A little bit of background to help explain: this book is about two incredibly influential, but fairly unknown psychologists named Daniel Kahneman and Amos Tversky. A few years ago, I started reading a number of books about behavioral economics (Predictably Irrational, Nudge, and others). Basically, these two guys help create and make famous this new way of looking at decision making. If you are not a familiar with it, definitely check out this book. Basically, behavioral economics takes on normal economics, which assumes that each person acts logically, and puts a human overlay on it, which, study after study shows, people are not at all logical with money or decision making. In fact, they are often illogical. So, I've been really interested in this for the last few years and read Kahneman's comprehensive book, Thinking, Fast and Slow, a few years ago. Frankly, that book is fantastic and probably should have earned higher than 4 starts. When I heard that Michael Lewis, an author I usually enjoy reading (save the atrocious, Home Game) was writing about these two titans, I was very excited.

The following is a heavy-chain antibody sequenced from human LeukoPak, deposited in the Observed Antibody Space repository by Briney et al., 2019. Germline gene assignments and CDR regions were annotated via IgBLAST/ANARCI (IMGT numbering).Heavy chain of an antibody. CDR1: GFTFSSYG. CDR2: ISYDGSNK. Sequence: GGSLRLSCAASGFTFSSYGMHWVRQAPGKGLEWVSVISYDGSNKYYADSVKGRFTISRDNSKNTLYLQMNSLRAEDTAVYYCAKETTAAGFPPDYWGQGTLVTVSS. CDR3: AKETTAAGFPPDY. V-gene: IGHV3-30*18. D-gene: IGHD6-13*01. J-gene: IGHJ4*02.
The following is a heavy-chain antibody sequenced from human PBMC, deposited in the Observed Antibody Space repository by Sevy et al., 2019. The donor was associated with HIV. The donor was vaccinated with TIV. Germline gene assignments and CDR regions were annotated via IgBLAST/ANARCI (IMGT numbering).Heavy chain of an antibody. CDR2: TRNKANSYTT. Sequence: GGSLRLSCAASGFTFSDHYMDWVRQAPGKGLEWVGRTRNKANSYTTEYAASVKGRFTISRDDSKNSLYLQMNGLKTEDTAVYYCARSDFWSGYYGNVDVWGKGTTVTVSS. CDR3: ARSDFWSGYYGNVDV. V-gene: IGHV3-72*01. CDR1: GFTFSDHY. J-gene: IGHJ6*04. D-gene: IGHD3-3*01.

Now to the problem, it's not actually the most exciting book. I'm not sure if my expectations were just too high, I knew too much already so most of this was not new, or if it's simply not a great book, but I really did not enjoy as much as I would have thought. I had two major problems. First, I was hoping to get more about the relationship between the two. Basically, it was one of the greatest partnerships in history, to the point neither actually could tell where the ideas were coming from at their peak. And while Lewis does a noble job at trying to detail their relationship, I never really felt it the way I was hoping.  He describes it in so many different ways but it still fell flat in truly adding clarity to the emotional part. Second, while he cherry picked some of the most interesting and noteworthy projects/studies they did, I had heard many of them before. The experiments are very interesting, but I thought he also did a poor job explaining just how far-reaching their research had become in the modern era.